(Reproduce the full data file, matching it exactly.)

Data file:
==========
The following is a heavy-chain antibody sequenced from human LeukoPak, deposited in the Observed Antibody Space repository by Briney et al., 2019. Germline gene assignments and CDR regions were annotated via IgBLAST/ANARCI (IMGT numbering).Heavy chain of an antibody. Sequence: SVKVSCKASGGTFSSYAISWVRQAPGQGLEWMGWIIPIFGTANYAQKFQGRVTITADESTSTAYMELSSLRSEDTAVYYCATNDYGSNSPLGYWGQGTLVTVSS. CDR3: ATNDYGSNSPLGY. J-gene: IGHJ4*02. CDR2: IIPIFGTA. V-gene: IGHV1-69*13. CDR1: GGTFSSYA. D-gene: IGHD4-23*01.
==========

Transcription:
The following is a heavy-chain antibody sequenced from human LeukoPak, deposited in the Observed Antibody Space repository by Briney et al., 2019. Germline gene assignments and CDR regions were annotated via IgBLAST/ANARCI (IMGT numbering).Heavy chain of an antibody. Sequence: SVKVSCKASGGTFSSYAISWVRQAPGQGLEWMGWIIPIFGTANYAQKFQGRVTITADESTSTAYMELSSLRSEDTAVYYCATNDYGSNSPLGYWGQGTLVTVSS. CDR3: ATNDYGSNSPLGY. J-gene: IGHJ4*02. CDR2: IIPIFGTA. V-gene: IGHV1-69*13. CDR1: GGTFSSYA. D-gene: IGHD4-23*01.